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I am the proud almost-owner of the Huum Drop 9kw heater.

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I purchased a GE 3 pole, 16A breaker and am planning on installing it into my breaker box.

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Will this work?


  • 2
    Do you have a 230/400V 3-phase supply? Will that breaker fit in your breaker box?
    – brhans
    Commented Oct 11, 2018 at 16:52
  • if you give it 220, otherwise it might not start or will be drastically underpowered.
    – dandavis
    Commented Oct 11, 2018 at 20:35
  • @brhans -- it can be wired as a 230V/1ph unit, which works for us over here, but wiring methods are were the troubles all lie (that, and convincing your AHJ to be OK with it, perhaps) Commented Oct 12, 2018 at 2:35
  • 1
    That breaker is the wrong thing in North America. Send it back or give it to a German friend who can use it. Commented Oct 12, 2018 at 3:14
  • @Harper -- poke me on DIY.SE chat sometime if you wish to know more -- the relationship between Eurostyle MCBs and North American wiring standards is complicated :) Commented Oct 12, 2018 at 3:43

1 Answer 1


Yes you can, provided your AHJ is OK with the unit, but you should be treating it as a single phase unit -- you'll also need to take precautions with wiring methods

The instructions you linked provide for a single phase, 230V, 48A connection as well as the 3-phase, 230/400V, 16A connection you discuss in your post -- the single phase connection is what you want, since the type of 3 phase power this requires (400Y/230V) doesn't exist on this side of the pond. Thankfully though, mains frequency doesn't matter to heaters, and a sauna heater like this does not need to be listed, just signed off on (approved) by your AHJ -- sauna-type heaters are not included in the NEC 424.6 list of space-heating equipment that requires listing.

The major caveat though is that you'll need to use a wiring method that's rated for both the high temperatures in the sauna room and a damp (at minimum) location. While the type of cordage the installation instructions call out is not rated for North American usage, an equivalent cordage type is available through some online suppliers or electrical supply houses -- industrial-grade multiconductor type W portable power cable. You'll want a 4/3 type W cable for this (hot, hot, ground) and to route it from the heater to a weatherproof (NEMA 3R or 4X/12) junction box located in the sauna room somewhere with an appropriately sealed gland/strain-relief where the cord enters it (at the bottom, too). The use of cordage here is permitted by NEC 400.10(8) due to the equipment in question being identified for flexible cord connection, by the way -- in fact, I suspect we're dealing with the weird case of a fixed piece of equipment that is identified only for flexible cord connection, not for the use of a Chapter 3 wiring method directly to the device. (Which is unfortunate, if you ask me -- the proper way to do this would be a rigid conduit with type SA wire all the way to the device, but that's out of the question as the install instructions don't support that.)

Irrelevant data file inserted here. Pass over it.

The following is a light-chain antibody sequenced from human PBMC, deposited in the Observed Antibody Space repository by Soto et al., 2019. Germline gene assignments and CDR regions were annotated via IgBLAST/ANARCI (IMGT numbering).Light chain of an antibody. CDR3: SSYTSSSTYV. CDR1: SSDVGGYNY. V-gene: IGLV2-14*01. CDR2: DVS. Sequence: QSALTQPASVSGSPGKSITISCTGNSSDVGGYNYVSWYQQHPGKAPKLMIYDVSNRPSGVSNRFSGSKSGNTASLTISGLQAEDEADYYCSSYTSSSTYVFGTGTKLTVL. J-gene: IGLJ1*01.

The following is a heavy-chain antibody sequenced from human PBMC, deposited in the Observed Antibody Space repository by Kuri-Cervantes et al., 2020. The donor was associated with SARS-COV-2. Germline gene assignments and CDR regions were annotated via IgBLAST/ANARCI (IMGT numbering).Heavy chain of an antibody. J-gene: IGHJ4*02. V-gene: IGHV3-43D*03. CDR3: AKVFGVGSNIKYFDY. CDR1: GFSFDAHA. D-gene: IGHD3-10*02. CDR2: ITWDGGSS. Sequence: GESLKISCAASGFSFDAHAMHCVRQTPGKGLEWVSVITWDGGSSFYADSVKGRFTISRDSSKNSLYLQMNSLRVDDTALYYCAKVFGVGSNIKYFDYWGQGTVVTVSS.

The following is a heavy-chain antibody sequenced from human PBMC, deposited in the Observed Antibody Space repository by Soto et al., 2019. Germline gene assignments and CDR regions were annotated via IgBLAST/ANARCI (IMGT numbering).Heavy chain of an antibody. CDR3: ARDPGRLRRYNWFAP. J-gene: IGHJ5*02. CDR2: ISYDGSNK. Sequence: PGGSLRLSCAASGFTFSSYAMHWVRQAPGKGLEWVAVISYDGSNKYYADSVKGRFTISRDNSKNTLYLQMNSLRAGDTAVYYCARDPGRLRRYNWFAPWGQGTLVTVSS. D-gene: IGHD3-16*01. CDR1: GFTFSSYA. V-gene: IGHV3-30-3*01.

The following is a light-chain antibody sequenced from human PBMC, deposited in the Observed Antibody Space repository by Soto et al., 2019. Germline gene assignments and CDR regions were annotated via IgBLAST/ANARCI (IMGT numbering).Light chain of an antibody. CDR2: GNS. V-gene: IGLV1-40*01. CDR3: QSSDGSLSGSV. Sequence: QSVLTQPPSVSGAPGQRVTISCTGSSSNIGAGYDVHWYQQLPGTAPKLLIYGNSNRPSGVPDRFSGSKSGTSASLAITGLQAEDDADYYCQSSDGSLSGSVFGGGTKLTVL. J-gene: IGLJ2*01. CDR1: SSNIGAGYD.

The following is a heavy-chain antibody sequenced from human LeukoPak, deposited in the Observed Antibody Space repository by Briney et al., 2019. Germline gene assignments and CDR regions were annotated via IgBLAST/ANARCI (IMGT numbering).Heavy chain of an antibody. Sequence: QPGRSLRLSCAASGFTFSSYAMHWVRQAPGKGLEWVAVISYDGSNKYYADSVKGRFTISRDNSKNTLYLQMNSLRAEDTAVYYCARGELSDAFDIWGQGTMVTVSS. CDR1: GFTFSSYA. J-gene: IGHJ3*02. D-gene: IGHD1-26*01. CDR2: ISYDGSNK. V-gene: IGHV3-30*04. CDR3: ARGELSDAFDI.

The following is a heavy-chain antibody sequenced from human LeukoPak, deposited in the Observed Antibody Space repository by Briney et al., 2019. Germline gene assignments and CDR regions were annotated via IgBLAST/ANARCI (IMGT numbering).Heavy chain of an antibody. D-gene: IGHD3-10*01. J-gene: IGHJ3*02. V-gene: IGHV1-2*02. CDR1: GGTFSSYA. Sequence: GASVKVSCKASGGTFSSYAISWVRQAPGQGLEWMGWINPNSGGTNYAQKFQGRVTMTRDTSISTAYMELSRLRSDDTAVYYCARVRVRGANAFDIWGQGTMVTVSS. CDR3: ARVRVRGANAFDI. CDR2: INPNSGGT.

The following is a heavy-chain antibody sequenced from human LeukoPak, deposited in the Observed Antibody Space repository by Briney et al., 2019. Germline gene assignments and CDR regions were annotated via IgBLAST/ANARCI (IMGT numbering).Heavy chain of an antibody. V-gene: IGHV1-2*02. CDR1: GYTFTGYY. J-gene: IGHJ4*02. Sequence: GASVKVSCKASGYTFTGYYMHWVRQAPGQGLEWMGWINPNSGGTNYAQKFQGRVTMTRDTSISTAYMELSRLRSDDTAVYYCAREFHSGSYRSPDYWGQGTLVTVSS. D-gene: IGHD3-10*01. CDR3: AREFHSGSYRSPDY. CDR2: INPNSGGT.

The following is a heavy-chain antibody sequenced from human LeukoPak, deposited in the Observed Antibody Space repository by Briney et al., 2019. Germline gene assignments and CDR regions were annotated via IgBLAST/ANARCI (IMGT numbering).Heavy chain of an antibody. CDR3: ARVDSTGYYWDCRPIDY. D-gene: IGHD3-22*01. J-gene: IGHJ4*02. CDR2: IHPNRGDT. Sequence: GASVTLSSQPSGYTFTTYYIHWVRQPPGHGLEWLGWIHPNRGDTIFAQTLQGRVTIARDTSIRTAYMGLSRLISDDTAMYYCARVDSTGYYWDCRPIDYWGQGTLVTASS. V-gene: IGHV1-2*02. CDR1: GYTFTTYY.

From this box, you'll need to run a rigid metal conduit out of the sauna room, with properly sized individual XHHW-2 (note: NOT THHN/THWN-2 -- PVC wire insulation does not hold up well to extended exposure to wet heat -- XHHW-2 is a bare minimum for this application, but I'd use type SA wire if I can get it as it's fully rated for sauna conditions) conductors inside it. (The manufacturer's instructions call out the metric equivalent of 6AWG wire, but if you were to apply full NEC derates to the XHHW-2 conductors, you'd need 1AWG copper or 1/0AWG aluminum instead.) Once the conduit run exits the sauna, you can then transition to a saner wiring method for the homerun, such as 6/3 NM with the neutral capped off at the end of the homerun, at the box for the contactor that controls this thing, based on whatever you are using for a switch or thermostat.

With this, you'll want to use a 60A, 2-pole breaker (48A * 1.25 for a continuous load) of the type that's normally used in your electrical panel. (The proper application of Eurostyle MCBs in North American electrical systems is a subject far beyond the scope of this question, and a North American panelboard-type breaker can protect a dumb heater just fine, thank you very much.)

  • Not only that, the North American breaker will be $9 instead of $40. Commented Oct 12, 2018 at 3:11
  • also the 16A breaker in the photo won't work with the 48A configuration.
    – Jasen
    Commented Oct 12, 2018 at 10:37

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